Canada Considers Single Event Sports Betting

A bill seeking to legalize single-event sports betting in Canada has been introduced to the House of Commons to capitalize on the North American boom. This is the third time that a sports betting bill has been introduced to parliament in a decade.

Ice Hockey players huddle together on ice rink.

Canada’s House of Commons will consider a bill to legalize single event sports betting for the third time in a decade in a bid to curb losses generated from illegal offshore gambling. ©Skeeze/Pixabay

Bill C-218, also called the Safe and Regulated Sports Betting Act, was introduced by members Brian Masse and Kevin Waugh. If successful, the bill would amend the Canadian Criminal Code, which currently classifies most forms of gambling under “lottery schemes” that are organized for charitable reasons.

While they can bet on sporting events, Canadian can only bet through a parlay betting system through local lotteries. A parlay bet sees multiple individual bets lumped into one bet. This, in turn, offers bettors lower odds of winning but tends to offer larger rewards when wins occur.

The justification for not allowing single event bets has been because of the argument that betting on single events may affect the integrity of a game. In fact, the first attempt to legalize single-event betting was killed due to strong opposition from professional sports leagues.

Regardless, this hasn’t stopped Canadians from engaging in single event betting through offshore methods. Though not technically legal, the recent explosion in legal sports betting in the United States has seen Canadians faced with far more gambling options than what is offered at home.

In turn, the Canadian Gaming Association estimates Canadians wager $14 billion through offshore gambling sites. Considering only $375 million is bet annually with the parlay system, it makes sense why politicians would be keen to introduce reforms to recoup these heavy losses.

“None of that activity is subject to government regulations or taxes. None of it is creating jobs in this country or economic opportunities. And none of it is contributing to consumer protection, to education, to harm reduction and initiatives or support services, which are badly needed I must say in this country.”Kevin Waugh, MP, Canadian House of Commons

Specifically, the bill would make it lawful for a province to conduct and manage a lottery scheme that involves “betting on… a single sport event or athletic contest.” It would also redact a paragraph of the Criminal Code that explicitly prohibits lotteries from accepting these wagers.

It was expected that the bill would be debated in the coming weeks, though the parliamentary shutdown due to coronavirus has delayed this. Despite this, expectations for the bill are high, with support already being voiced by members of two of the country’s major political parties.

Previous Attempts to Legalize Single Event Sports Betting

Canadian lawmakers have been pushing to redefine the country’s gambling laws to allow single-event sports betting since 2012. Introduced by current bill sponsor Brian Masse, the first bill, C-290, successfully passed the House of Commons in 2013.

The bill was later defeated in 2015 by the Senate due to pressure from a number of professional sports leagues including the Toronto Blue Jays baseball franchise. In 2016, Masse again attempted to legalize single-event betting by scrapping the above-mentioned paragraph of the Canadian Criminal Code.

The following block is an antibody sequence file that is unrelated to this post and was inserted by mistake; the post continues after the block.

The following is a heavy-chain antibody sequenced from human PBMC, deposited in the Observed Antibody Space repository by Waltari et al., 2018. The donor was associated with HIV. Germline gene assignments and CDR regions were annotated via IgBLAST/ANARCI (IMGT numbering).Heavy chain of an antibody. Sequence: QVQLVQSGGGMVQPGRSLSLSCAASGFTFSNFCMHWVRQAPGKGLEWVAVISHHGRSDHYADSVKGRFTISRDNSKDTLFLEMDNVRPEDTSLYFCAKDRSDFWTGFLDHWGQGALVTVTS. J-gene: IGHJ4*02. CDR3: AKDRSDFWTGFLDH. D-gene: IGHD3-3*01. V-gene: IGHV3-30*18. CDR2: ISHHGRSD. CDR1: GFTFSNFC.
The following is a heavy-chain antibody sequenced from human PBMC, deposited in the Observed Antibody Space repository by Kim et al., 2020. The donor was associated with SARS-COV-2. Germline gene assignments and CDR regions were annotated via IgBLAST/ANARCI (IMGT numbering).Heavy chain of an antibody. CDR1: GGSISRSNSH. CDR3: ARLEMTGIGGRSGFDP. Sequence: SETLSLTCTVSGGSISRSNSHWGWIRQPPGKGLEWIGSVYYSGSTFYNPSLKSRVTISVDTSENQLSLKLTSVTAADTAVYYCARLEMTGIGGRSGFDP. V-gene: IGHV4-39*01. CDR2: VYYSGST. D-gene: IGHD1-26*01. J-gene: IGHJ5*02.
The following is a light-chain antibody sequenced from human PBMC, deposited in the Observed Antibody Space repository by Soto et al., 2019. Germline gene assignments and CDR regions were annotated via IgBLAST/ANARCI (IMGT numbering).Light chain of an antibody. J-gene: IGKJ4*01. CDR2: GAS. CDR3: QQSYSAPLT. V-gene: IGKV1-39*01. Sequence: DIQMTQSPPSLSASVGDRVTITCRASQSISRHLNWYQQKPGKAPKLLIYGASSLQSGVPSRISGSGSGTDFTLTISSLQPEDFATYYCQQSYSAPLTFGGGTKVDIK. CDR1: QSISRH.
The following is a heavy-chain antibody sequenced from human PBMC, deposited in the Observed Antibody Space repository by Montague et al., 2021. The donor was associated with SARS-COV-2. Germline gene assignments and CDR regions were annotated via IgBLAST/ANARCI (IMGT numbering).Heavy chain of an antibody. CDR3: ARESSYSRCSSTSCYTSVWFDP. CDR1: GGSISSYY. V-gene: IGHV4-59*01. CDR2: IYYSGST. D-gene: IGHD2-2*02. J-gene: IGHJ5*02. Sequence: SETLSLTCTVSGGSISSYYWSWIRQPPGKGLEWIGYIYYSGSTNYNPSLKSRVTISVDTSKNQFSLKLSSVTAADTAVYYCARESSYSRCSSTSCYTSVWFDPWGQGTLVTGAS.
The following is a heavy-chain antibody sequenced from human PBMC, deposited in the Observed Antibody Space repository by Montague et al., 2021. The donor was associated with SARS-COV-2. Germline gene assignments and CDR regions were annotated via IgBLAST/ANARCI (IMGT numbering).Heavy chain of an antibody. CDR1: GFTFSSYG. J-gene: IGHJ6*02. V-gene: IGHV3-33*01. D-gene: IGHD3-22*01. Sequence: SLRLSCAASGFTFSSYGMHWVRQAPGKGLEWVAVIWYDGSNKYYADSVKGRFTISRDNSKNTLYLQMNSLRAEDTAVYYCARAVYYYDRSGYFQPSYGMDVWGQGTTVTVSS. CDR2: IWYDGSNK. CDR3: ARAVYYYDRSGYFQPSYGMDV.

Despite the previous bill having been supported by the now-ruling Liberal party, the second bill was voted down 156-133. It was believed that this would be the end of the push to bring single-event sports betting to Canada, but the repeal of PASPA in the United States was quick to change that.

The move not only changed how local governments looked at sports betting, but it also forced major sports leagues to adjust their attitudes and, in time, come out in support of legalized sports betting. The advent of wagering in the USA introduced an influx of gamblers from Canada.

Currently, Canadians bet on offshore sites without punishment, as the government has made no effort to ban these activities. As the activities are currently in a legal gray zone, residents have been free to continue wagering whilst Canadian tax coffers have suffered from the loss of revenues.

Further motivation for lawmakers to approve of the measures is the recent legalization of sports betting in Michigan and New York. Both states neighbor the populous province Ontario, signaling further potential losses to Canada. Even Vic Fedeli, the Finance Minister for Ontario, had sent a letter to the federal Finance Minister requesting the amendment.

This among other reasons is likely to have motivated Messe and Waugh to introduce another bill. According to Waugh, there is clear evidence of bipartisan support in the House. It is his belief that if the sports leagues can be convinced on the matter, it should be able to get passed into law.

It may be a while before a vote on the matter is possible. The current coronavirus situation has not only upended the legislative process but the sports leagues the bill is seeking to allow bets for. In the wake of the events, it is also unlikely that issues such as these will be at the top of the agenda.

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Canada’s House of Commons building on parliament hill.

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